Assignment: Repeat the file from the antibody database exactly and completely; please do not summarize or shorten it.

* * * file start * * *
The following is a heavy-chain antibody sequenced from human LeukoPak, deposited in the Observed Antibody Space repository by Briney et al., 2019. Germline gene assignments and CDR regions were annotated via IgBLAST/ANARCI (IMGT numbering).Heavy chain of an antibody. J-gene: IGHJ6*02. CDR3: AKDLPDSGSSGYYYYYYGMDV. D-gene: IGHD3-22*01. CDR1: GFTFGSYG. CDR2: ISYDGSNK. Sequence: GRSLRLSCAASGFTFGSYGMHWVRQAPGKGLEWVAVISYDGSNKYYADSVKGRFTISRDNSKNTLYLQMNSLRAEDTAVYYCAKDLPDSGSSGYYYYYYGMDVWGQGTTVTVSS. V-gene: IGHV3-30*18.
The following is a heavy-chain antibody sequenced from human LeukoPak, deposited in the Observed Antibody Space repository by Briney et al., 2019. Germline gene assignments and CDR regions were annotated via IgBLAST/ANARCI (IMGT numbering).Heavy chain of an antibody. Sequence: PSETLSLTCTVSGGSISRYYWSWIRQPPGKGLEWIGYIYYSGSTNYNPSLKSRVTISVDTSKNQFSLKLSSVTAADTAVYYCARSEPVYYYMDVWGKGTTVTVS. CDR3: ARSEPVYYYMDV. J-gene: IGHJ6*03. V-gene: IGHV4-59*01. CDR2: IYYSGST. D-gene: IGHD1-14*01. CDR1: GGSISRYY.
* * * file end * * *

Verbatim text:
The following is a heavy-chain antibody sequenced from human LeukoPak, deposited in the Observed Antibody Space repository by Briney et al., 2019. Germline gene assignments and CDR regions were annotated via IgBLAST/ANARCI (IMGT numbering).Heavy chain of an antibody. J-gene: IGHJ6*02. CDR3: AKDLPDSGSSGYYYYYYGMDV. D-gene: IGHD3-22*01. CDR1: GFTFGSYG. CDR2: ISYDGSNK. Sequence: GRSLRLSCAASGFTFGSYGMHWVRQAPGKGLEWVAVISYDGSNKYYADSVKGRFTISRDNSKNTLYLQMNSLRAEDTAVYYCAKDLPDSGSSGYYYYYYGMDVWGQGTTVTVSS. V-gene: IGHV3-30*18.
The following is a heavy-chain antibody sequenced from human LeukoPak, deposited in the Observed Antibody Space repository by Briney et al., 2019. Germline gene assignments and CDR regions were annotated via IgBLAST/ANARCI (IMGT numbering).Heavy chain of an antibody. Sequence: PSETLSLTCTVSGGSISRYYWSWIRQPPGKGLEWIGYIYYSGSTNYNPSLKSRVTISVDTSKNQFSLKLSSVTAADTAVYYCARSEPVYYYMDVWGKGTTVTVS. CDR3: ARSEPVYYYMDV. J-gene: IGHJ6*03. V-gene: IGHV4-59*01. CDR2: IYYSGST. D-gene: IGHD1-14*01. CDR1: GGSISRYY.